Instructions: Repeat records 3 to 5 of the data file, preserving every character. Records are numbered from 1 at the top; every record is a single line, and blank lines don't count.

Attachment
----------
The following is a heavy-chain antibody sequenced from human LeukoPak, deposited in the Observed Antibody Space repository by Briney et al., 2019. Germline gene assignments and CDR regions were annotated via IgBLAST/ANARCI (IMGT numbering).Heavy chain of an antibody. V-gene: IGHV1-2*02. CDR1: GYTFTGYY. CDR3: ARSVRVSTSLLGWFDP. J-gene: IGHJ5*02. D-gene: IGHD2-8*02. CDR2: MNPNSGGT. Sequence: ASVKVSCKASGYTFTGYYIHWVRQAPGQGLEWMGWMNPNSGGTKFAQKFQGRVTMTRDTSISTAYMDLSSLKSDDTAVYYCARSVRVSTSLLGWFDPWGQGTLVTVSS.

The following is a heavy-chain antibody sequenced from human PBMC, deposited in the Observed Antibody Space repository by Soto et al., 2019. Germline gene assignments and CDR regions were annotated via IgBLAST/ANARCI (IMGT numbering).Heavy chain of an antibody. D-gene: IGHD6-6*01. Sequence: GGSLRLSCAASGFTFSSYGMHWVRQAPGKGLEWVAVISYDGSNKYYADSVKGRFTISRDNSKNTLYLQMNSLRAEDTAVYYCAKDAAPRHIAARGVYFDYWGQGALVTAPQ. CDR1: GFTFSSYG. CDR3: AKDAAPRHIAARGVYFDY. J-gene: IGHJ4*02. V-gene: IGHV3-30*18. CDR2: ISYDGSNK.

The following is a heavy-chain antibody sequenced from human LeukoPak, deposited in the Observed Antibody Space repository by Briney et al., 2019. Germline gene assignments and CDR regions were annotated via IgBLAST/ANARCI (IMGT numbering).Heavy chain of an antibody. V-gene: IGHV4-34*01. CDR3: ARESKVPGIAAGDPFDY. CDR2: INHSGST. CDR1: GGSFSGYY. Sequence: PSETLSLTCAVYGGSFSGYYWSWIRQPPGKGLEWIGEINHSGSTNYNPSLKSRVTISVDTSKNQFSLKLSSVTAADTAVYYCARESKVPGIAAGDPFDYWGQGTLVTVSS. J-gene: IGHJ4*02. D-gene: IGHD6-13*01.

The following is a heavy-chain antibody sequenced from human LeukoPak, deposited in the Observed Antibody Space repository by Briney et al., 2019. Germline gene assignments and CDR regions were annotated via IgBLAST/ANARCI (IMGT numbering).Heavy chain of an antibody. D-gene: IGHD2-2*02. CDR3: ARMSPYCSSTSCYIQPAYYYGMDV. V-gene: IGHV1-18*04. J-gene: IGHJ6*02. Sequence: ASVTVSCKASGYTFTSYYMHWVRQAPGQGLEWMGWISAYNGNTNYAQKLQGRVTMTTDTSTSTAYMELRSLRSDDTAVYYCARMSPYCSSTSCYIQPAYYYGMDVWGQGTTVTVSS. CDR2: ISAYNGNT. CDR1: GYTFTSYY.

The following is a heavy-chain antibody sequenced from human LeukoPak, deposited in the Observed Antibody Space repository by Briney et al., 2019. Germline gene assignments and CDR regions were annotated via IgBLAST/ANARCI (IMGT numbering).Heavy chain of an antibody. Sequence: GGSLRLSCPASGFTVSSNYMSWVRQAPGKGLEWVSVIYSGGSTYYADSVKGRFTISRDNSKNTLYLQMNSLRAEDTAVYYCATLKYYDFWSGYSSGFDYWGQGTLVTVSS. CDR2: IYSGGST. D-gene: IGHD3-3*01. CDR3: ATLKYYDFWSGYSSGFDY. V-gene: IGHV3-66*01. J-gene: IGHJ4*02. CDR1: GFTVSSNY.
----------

The following is a heavy-chain antibody sequenced from human LeukoPak, deposited in the Observed Antibody Space repository by Briney et al., 2019. Germline gene assignments and CDR regions were annotated via IgBLAST/ANARCI (IMGT numbering).Heavy chain of an antibody. V-gene: IGHV4-34*01. CDR3: ARESKVPGIAAGDPFDY. CDR2: INHSGST. CDR1: GGSFSGYY. Sequence: PSETLSLTCAVYGGSFSGYYWSWIRQPPGKGLEWIGEINHSGSTNYNPSLKSRVTISVDTSKNQFSLKLSSVTAADTAVYYCARESKVPGIAAGDPFDYWGQGTLVTVSS. J-gene: IGHJ4*02. D-gene: IGHD6-13*01.

The following is a heavy-chain antibody sequenced from human LeukoPak, deposited in the Observed Antibody Space repository by Briney et al., 2019. Germline gene assignments and CDR regions were annotated via IgBLAST/ANARCI (IMGT numbering).Heavy chain of an antibody. D-gene: IGHD2-2*02. CDR3: ARMSPYCSSTSCYIQPAYYYGMDV. V-gene: IGHV1-18*04. J-gene: IGHJ6*02. Sequence: ASVTVSCKASGYTFTSYYMHWVRQAPGQGLEWMGWISAYNGNTNYAQKLQGRVTMTTDTSTSTAYMELRSLRSDDTAVYYCARMSPYCSSTSCYIQPAYYYGMDVWGQGTTVTVSS. CDR2: ISAYNGNT. CDR1: GYTFTSYY.

The following is a heavy-chain antibody sequenced from human LeukoPak, deposited in the Observed Antibody Space repository by Briney et al., 2019. Germline gene assignments and CDR regions were annotated via IgBLAST/ANARCI (IMGT numbering).Heavy chain of an antibody. Sequence: GGSLRLSCPASGFTVSSNYMSWVRQAPGKGLEWVSVIYSGGSTYYADSVKGRFTISRDNSKNTLYLQMNSLRAEDTAVYYCATLKYYDFWSGYSSGFDYWGQGTLVTVSS. CDR2: IYSGGST. D-gene: IGHD3-3*01. CDR3: ATLKYYDFWSGYSSGFDY. V-gene: IGHV3-66*01. J-gene: IGHJ4*02. CDR1: GFTVSSNY.